Gunfighter Flag: Two sets of eyes in the sky

Members of the 963rd Airborne Air Control Squadron monitor air operations, March 15, while flying over the Pacific Northwest. The 963rd AACS is assigned to Tinker, and came to Mountain Home AFB to participate in the Gunfighter Flag exercise. (Air Force photo by Senior Airman Jessica H. Smith)

Members of the 963rd Airborne Air Control Squadron monitor air operations, March 15, while flying over the Pacific Northwest. The 963rd AACS is assigned to Tinker, and came to Mountain Home AFB to participate in the Gunfighter Flag exercise. (Air Force photo by Senior Airman Jessica H. Smith)

MOUNTAIN HOME AIR FORCE BASE, Idaho --

MOUNTAIN HOME AIR FORCE BASE, Idaho — Members of the 963rd Airborne Air Control Squadron from Tinker Air Force Base, visited to participate in the Gunfighter Flag exercise alongside our very own 726th Air Control Squadron.

Although the Air Force is known for air superiority, most commonly fighters are the image used to represent our fighting force, most not realizing the importance of air controllers’ role in keeping those very aircraft aware of what’s going on in the airspace.

During the extensive exercise, the F-15s were able to test their capabilities as well as gain pilot training with the help of the 726th ACS and the 963rd AACS, both providing command and control throughout the duration of the exercise.

“Without us, they’re relying their whole survivability, their whole detection of enemy aircraft, their whole detection of enemy ground targets based off of their radar,” said Senior Airman Kyle Gregory, 726th ACS weapons director. “Having that command and control asset like us – like the AWACS – allows them to coordinate with us and see a greater picture that maybe their radars wouldn’t be able to give them.”

Not only do the fighter aircraft benefit from this partnership, but so does the AWACS. Since most of the routine training is simulated, actually working and integrating with the live pilots gave an uncommon but valuable opportunity.

“Typically, we don’t get to do face-to-face mission planning with fighters we’re going to be working with the next day,” said Capt. Ashley Ritzert, 963rd AACS senior director. “That’s huge – to be able to sit in mission planning and explain your capabilities and limitations to another fighter unit and them doing the same thing so you know how to help them.”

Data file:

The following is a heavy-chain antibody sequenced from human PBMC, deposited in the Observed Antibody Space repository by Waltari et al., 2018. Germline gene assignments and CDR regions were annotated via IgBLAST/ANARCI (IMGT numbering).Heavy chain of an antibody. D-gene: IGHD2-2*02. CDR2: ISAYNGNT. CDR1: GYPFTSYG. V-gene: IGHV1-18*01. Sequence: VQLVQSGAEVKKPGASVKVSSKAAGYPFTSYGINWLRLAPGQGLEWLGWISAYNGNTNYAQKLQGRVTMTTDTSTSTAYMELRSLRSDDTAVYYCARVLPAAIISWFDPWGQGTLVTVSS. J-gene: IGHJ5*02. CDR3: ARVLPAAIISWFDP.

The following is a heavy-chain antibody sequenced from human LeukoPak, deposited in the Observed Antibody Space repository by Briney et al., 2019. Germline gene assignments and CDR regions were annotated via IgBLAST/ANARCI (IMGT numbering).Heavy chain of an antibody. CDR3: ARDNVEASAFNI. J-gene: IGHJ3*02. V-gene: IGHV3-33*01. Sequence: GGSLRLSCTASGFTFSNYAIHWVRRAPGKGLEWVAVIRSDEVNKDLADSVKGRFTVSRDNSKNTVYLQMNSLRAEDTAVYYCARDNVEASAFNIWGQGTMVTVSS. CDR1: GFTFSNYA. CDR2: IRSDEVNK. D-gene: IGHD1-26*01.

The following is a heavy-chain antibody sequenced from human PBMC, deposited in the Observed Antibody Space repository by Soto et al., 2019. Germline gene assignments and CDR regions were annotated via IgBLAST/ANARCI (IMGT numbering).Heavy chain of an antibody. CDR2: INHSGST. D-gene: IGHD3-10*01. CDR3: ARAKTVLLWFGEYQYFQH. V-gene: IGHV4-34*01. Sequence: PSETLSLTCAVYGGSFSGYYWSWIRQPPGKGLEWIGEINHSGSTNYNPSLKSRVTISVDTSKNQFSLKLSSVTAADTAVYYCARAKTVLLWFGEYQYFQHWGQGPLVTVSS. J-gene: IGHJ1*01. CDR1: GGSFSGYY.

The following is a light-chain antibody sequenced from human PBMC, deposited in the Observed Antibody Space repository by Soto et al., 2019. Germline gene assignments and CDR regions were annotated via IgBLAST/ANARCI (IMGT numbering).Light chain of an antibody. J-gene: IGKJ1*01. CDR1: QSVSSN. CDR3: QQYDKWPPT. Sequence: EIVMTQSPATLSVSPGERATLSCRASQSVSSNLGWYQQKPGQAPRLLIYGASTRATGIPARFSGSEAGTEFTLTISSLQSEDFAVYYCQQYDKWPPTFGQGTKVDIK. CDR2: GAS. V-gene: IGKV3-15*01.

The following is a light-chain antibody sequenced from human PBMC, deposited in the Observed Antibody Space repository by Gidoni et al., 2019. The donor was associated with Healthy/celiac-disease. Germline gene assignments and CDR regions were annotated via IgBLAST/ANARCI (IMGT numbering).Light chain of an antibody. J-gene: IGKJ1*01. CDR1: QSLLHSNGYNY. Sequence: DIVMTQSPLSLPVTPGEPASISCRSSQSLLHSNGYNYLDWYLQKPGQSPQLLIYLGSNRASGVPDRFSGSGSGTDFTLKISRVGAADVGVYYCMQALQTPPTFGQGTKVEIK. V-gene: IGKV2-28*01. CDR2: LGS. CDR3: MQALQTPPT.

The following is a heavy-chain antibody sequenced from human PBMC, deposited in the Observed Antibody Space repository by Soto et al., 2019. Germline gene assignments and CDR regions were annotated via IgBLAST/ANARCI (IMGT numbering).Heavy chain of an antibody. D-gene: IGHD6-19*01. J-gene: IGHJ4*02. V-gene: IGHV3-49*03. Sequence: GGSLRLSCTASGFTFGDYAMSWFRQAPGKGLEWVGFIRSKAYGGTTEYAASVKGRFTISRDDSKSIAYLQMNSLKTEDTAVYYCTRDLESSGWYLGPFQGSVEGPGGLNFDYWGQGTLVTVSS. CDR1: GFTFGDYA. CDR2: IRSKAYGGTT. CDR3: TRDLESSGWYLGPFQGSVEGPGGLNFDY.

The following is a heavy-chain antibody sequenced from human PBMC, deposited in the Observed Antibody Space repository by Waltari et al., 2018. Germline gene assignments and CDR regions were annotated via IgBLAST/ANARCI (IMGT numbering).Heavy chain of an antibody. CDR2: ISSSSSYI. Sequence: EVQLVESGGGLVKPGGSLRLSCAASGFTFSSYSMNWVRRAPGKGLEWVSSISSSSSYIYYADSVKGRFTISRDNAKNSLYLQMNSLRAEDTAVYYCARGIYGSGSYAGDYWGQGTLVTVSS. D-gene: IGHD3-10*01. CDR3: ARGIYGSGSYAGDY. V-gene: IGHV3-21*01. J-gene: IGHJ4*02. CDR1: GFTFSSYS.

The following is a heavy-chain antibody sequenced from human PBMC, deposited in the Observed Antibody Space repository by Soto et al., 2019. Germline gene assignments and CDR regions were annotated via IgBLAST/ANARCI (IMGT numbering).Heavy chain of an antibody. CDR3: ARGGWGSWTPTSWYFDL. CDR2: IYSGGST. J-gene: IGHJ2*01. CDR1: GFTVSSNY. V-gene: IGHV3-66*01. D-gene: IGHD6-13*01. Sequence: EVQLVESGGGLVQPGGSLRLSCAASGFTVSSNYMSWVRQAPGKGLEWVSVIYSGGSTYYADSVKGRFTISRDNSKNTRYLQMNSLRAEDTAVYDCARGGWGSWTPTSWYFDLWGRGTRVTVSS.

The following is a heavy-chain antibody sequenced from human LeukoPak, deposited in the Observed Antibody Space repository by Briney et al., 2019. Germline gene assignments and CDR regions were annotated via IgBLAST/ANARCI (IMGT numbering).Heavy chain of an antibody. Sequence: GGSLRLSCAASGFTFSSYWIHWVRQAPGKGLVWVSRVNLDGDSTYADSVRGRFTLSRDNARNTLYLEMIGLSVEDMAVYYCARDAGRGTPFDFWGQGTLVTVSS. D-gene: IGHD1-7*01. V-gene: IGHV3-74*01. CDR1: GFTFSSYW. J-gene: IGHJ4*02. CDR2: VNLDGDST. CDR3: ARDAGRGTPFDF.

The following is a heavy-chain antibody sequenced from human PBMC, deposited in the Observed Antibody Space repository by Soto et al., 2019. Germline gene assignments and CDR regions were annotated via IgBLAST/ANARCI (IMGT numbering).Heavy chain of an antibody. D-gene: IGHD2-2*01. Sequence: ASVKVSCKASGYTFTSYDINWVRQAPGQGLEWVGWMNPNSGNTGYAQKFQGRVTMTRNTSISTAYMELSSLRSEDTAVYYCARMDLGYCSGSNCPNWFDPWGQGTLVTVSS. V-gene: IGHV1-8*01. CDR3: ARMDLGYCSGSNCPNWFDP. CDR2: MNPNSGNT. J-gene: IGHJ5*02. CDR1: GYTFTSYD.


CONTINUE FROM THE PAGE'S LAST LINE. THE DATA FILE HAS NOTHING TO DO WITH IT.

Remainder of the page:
Ritzert believes there’s no better training to prepare for the Air Force mission than real world activity. By putting two live bodies in separate platforms the crew members were able to do just that — working with one another through system degradations and malfunctions.

While the integration between the AWACS and fighters is important, so is merging the two control reporting centers. The 726th ACS and 963rd AACS operate a little differently from one another.

The 726th ACS is a mobile squadron with one radar system it uses to control aircraft and monitor the battlefield, allowing it to be stationed wherever the Air Force needs it – on the ground. The 963rd AACS is an airborne squadron utilizing the AWACS, enabling it to control from the sky with a more advanced radar system.

“(The AWACS) being up there in the same zone as what we’re controlling in allows us to separate the responsibilities we have – it allows them to control some portions and allows us to control some portions,” Gregory said.

With the difference in radar technology and the ability to get closer to the fight, the AWACS is able to see more than a ground CRC which may have obstructions in the controller’s line of sight, possibly hindering or limiting what they can do.

“What (the AWACS) provides is an early warning coverage for the area of responsibility we’re controlling,” Ritzert said, “So that generates an air picture that we’re able to communicate back to other command and control agencies and also to fighter platforms so we can actually build and shape the battlespace.”

Despite their differences, they act as a team downrange trying to obtain one common operating picture, making their interaction during exercises and training all the more important; proving to one another their competencies as controllers. By training together, they are able to learn from their mistakes and take lessons learned back to their units.

“Downrange, this is what we’re doing – the airspace is so large; there are so many players that we need to keep track of – just as an ACS alone, there’s no possible way we’d be able to do it,” Gregory said. “We need integration from all these people and working in exercises like this gives us real life training.”